## Partially Attended

an irregularly updated blog by Ian Mulvany

# Unpaywall Journals - possibly the most interesting thing to happen this year in library subscription land.

#### Wed Nov 6, 2019

##### 660 Words

Heather and Jason from https://ourresearch.org/ have just released a preview of their new tool - unpaywall journals. You can have a look at the preview of this tool now - Unpaywall Journals.

They previewed this two weeks ago at FORCE2019 and have clearly gone through a ton of work to get the tool the state it is in todday, so big congraatulations to them on the product release.

For those of you not in the know they have a long track record of building useful open infrastructure in the scholarly communications spaace. The product that they hvae built to date that has probably had the biggest impact is Unpaywall which maps over 24M scholarly articles to open access versions of those articles. By using data from this tool they have recently been able to make what they believe are high resolution projections of the growth of different forms of open access for most journals in the world - paper here - bioarxive piwower - Google Search.

If you were a librarian, and you knew how much of the a journal you are currently subscribing too were to become open access over the next five years, and furthermore you could match that data with the specific usage of that journal by your patrons, along with estimating how much it would cost you to get some of that content via inter library loans, then that might make it easy for you to decide whether to keep subscribing to that journal in the future. Now imagine you could do that in one moment for your entire collection, and have a tool that automatically modelled different scenarios for you. That’s what unpaywall journals is aiming to be.

The tool released for preview this week has A LOT of functionality in it, but I’ll just show two screen shots that I grabbed that nicely summarise the gist of what is going on here.

This screenshot shows the view that gives you a rolled up summary of projected cost savings, based on canceling the journals (indicated by the grey dots on the right). The tool allows a ton of modelling to be rolled in to the projection, like % of expected inter library loan, expected cost growth of the current package deal.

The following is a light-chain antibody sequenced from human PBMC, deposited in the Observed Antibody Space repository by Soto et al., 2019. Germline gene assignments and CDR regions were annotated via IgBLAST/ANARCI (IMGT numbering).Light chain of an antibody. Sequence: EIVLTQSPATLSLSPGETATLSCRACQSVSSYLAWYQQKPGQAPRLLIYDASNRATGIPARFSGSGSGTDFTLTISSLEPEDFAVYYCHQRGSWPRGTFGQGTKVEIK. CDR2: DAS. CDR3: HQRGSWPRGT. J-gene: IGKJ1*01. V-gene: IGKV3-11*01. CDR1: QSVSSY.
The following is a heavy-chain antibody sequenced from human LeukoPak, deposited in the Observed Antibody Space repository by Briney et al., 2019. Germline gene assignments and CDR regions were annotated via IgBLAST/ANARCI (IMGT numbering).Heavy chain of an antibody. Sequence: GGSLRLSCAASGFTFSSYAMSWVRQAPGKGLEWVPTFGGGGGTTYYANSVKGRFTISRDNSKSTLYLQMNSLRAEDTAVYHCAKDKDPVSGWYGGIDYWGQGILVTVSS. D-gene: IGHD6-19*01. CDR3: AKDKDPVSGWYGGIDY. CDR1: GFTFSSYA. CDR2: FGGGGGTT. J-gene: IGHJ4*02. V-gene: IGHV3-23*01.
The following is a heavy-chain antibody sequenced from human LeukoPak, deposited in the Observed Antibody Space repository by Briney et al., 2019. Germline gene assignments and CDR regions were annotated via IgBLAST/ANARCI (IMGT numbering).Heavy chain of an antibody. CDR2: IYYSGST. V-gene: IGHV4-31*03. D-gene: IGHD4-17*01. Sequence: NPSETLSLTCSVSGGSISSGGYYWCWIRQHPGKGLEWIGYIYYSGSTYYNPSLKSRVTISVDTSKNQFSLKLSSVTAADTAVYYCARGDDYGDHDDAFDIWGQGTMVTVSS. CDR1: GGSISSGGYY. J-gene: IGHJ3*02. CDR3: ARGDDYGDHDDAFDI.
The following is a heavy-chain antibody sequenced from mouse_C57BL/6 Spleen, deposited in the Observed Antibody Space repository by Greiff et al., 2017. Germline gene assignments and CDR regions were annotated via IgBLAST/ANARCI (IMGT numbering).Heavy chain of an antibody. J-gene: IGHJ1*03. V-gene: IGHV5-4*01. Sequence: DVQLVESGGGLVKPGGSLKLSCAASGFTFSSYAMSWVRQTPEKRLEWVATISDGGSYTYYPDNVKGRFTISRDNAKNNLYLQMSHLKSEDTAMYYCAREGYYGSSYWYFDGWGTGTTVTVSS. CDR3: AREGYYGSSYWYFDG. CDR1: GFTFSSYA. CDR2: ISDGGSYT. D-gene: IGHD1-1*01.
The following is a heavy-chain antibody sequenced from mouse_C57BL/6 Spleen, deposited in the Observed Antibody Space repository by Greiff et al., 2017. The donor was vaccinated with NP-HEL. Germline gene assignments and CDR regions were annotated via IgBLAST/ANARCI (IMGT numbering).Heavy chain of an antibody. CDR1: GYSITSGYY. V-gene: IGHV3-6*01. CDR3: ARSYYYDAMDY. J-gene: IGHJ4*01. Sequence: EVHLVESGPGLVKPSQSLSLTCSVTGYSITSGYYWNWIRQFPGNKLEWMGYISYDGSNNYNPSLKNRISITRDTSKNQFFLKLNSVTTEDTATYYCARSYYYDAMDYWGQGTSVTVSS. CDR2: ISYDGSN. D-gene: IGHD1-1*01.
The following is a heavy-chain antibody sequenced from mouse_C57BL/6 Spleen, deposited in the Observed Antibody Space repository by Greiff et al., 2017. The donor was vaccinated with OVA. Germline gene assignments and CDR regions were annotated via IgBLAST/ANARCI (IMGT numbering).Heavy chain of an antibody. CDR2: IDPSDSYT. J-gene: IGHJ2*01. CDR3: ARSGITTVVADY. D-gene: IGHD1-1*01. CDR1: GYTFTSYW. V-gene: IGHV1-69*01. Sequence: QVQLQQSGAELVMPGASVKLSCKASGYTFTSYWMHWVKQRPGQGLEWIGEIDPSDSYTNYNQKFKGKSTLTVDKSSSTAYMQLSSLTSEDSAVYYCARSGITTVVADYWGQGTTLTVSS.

This screenshot shows how they project future expected usage for a single journal.

There are many other aspect of the product, including future citation prediction, based on authors at the given institution.

The bottom line here is that if librarians believe the modelling, then they will have powerful arguments to drive down the cost of their subscriptions.

I think the tool looks powerful, and is the kind of thing that has been within reach of many people to be able to deliver on for some time now, but whether this tool will find a sustainable market I think will depend on two things. 1) if the main use case is for the tool to be used in licence negotiations by libraries then those who make the deals will have to both have confidence in the tool, the data and the modelling, as well as be convinced to change their behaviour based on this information. It will take some early adopters to be willing to talk about their experiences of using this in their negotiations for this tool to be on that becomes a must-have for libraries, and given the length and intricacy involved in content negotiations that lead time might be quite long. 2) if they can’t reach that market quickly enough then reconfiguring the cost and value proposition to sell into an adjacent use case will be critical. There is so much useful information in the tool that a more like that should be possible, but with such aa small team behind the tool even an adjacent shift might be difficult.

I’m bullish on the chances of success of this, and am going to be keeping a close eye on how it progresses.